Executive Functioning & Organizational Challenges

Executive Functioning & Organizational Challenges

Executive Functioning and Organizational ChallengesIntegrated Support for Elementary, Middle & High School Education

We know that a student’s success in life is increasingly dependent on skills such as organizing, problem solving, adaptability, critical thinking, collaboration, and self-awareness. Those who struggle with executive functioning and organizational challenges therefore require explicit teaching geared toward developing these increasingly important skill sets.   

Executive functioning refers to the way the brain manages, plans, organizes and sets goals to complete tasks in a timely and thorough way. Before coming to McLean, many of our students got easily overwhelmed and struggled in these areas — and at one time may have been labeled as uncooperative or even lazy, when the reality is their brains haven’t yet developed an ability to consistently and reliably connect the dots.

At McLean, we work closely with all our students on expectation setting, time management, and accessing the many tools available or required that can help them meet their goals. Self-reflection is an important aspect of executive functioning: the ability to assess one experience to inform the next. Sticky notes and signs are valuable visual cues for students who struggle with sequencing or keeping details straight — and we use these techniques with all of our students so that no one feels singled out or somehow less capable than their classmates. In fact, these strategies are so seamlessly integrated into how we teach, it’s hard to imagine a classroom any other way!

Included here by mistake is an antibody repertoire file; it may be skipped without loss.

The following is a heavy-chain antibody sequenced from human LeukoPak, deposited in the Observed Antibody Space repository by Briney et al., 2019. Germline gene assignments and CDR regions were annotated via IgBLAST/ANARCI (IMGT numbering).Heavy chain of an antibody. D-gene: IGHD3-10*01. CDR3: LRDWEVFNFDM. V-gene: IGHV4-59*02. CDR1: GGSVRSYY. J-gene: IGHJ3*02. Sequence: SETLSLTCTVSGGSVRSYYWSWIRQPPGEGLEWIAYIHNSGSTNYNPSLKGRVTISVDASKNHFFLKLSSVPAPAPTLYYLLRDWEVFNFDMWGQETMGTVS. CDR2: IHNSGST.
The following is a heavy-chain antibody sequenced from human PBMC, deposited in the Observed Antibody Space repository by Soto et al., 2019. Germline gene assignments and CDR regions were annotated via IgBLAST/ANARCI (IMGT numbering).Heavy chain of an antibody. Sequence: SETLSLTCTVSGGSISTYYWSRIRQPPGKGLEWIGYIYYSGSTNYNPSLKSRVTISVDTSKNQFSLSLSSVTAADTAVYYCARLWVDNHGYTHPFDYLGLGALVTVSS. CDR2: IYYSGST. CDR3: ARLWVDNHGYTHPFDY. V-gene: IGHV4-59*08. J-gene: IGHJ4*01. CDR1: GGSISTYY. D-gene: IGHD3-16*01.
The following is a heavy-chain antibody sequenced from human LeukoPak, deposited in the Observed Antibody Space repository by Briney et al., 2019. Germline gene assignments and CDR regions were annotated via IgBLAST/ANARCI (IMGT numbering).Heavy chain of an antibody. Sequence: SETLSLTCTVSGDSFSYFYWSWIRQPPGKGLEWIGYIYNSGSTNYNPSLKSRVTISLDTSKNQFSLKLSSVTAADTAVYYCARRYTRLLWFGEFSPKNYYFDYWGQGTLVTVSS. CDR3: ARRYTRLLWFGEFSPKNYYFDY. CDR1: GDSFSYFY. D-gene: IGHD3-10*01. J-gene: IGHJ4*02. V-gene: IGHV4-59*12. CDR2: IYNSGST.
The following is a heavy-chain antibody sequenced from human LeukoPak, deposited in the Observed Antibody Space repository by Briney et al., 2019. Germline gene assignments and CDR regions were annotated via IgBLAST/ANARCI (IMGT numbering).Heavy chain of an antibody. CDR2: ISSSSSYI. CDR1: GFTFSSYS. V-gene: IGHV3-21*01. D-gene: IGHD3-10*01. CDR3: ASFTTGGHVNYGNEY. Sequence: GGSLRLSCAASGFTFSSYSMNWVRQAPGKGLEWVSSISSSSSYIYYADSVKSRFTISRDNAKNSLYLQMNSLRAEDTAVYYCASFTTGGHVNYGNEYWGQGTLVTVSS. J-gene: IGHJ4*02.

Our approach of scaffolding and gradual release builds confidence and resilience along with important learning habits. For example, in Upper School, a 9th grade study guide might include explicit test-taking strategies such as ‘here is how to approach multiple choice versus open response’; in 10th grade, there’s a shift away from specific recommendations to reminders; in 11th grade, students receive help developing their own study guides; and by 12th grade, it’s just a natural part of their own test preparation — and a skill they will carry with them to college. 

Here’s the key, which also gets to the most common misconception about McLean: the content of what we teach isn’t simplified… but the process of how we teach it is. And that’s what enables these bright students to really shine.

jobs sign